What Lies Beyond the Labels?

What Lies Beyond the Labels?

by Charla Prillaman, CPCO, CPC, CPC-I, CCC, CEMC, CPMA
A wise shopper with an interest in purchasing wholesome, nourishing food products will read the label on products. A shopper deciding among many products to help control weeds in the lawn will gain invaluable information from reading the label. A patient who has been prescribed medication will read the label to understand dosage and special instructions. There are many places in our lives where reading the label protects and informs us.
Reliance on the “label” when auditing evaluation and management (E/M) services could lead to flawed auditing decisions. Let’s consider a typical kind of chart review where the auditing/review personnel read the medical record and compare the category and level of the evaluation and management code assigned to the documentation found describing the visit.
Electronic medical records are frequently organized with labels (or headers) describing the information that will follow. For the sake of this discussion, let’s assume the reviewer is evaluating the examination portion of the medical record and the billing code requires a comprehensive examination. To focus our attention, we will assume that medical necessity, complexity of medical decision making and history support the “target code.”
To determine if the documented examination is comprehensive we must first determine if we will use CMS’ 1995 or 1997 Documentation Guidelines for Evaluation and Management Services as the standard.   Following CMS’ standard to use the version most favorable to the provider, we will for this example use 1995 criteria, requiring information from each of eight organ systems. Consider how the following documentation examples represent portions of an examination.
Example 1:   HEENT: PERRLA, sclera non-interic.
A reviewer reading too quickly and placing too much reliance on the header might give credit for both “Eyes” and “Ears, Nose, Throat” organ systems but this example provides no information about the ENT.
Example 2:   Extremities:  Full ROM, +2 DP, sensation intact to pinprick.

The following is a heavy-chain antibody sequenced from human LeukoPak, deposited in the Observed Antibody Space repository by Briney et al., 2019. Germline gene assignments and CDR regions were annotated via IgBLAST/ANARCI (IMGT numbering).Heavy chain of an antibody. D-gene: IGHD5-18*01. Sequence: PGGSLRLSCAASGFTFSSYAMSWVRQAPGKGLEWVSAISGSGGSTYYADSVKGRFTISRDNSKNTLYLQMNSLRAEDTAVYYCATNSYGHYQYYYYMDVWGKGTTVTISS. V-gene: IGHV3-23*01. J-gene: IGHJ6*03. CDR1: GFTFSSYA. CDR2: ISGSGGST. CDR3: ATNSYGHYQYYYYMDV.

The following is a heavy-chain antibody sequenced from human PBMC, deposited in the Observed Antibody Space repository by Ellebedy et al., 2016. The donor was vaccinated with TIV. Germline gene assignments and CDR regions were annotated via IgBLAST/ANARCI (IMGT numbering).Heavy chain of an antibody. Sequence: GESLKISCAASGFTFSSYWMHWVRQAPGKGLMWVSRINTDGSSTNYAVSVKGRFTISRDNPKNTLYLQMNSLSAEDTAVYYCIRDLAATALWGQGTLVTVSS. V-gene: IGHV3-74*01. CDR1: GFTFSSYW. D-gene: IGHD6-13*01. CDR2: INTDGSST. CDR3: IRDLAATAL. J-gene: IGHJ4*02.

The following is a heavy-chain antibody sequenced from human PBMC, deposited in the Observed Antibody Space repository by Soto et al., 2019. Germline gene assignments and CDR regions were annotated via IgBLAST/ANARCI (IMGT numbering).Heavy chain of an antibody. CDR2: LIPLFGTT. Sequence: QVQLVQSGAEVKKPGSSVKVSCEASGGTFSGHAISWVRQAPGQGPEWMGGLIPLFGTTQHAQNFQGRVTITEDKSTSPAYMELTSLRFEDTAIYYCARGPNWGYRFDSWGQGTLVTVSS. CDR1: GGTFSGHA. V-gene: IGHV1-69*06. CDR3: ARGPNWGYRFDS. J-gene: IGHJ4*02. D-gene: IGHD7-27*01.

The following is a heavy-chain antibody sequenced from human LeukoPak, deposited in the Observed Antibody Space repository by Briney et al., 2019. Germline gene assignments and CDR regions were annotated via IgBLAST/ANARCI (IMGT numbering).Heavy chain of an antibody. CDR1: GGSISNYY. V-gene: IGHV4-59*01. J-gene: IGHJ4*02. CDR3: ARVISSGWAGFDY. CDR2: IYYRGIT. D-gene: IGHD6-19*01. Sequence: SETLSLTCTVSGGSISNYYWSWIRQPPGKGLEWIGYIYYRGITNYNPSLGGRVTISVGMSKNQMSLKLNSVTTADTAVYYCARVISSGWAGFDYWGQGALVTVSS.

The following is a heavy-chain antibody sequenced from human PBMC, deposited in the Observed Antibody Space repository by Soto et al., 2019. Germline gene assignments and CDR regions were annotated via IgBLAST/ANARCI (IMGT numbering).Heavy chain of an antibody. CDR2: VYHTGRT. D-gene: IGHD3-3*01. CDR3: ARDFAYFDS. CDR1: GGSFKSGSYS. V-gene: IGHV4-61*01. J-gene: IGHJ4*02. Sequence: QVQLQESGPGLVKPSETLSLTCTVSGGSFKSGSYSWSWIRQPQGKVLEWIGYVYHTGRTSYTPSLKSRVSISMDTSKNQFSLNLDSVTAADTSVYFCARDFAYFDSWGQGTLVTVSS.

Relying on this heading may not allow any credit because “extremities” is not an organ system. However, careful reading of the information shows us that the provider documented information about three organ systems: musculoskeletal, cardiovascular, and neurological during the examination of the extremities.
We learn the importance of documentation from CMS’ Documentation Guidelines for Evaluation and Management services. https://www.cms.gov/Outreach-and-Education/Medicare-Learning-Network-MLN/MLNEdWebGuide/Downloads/95Docguidelines.pdf.
WHAT IS DOCUMENTATION AND WHY IS IT IMPORTANT? Medical record documentation is required to record pertinent facts, findings, and observations about an individual’s health history including past and present illnesses, examinations, tests, treatments, and outcomes. care; accurate and timely claims review and payment; appropriate utilization review and quality of care evaluations; and collection of data that may be useful for research and education.
Notice the guidelines do not dictate a specific format for the information. Unlike the agencies overseeing the appropriate labelling of food, herbicides, and medications, we do not have to label any section of the medical record. Even when the labels are a part of the provider’s documentation style and/or template, it is our job as auditors to ensure that we review the detailed information. Be sure to look beyond the label!

Certified Professional Medical Auditor

Charla Prillaman
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Charla Prillaman, CPC, CPCO, CPMA, CPC-I, CCC, CEMC, has more than 30 years’ experience in coding, compliance, and billing for physician practices. She has experience in an academic setting as well as private practice. Prillaman’s compliance experience includes auditing, IRO work, development and implementation of practice compliance plan, and writing policy and procedure. She provides post audit support at Audit Services Group.

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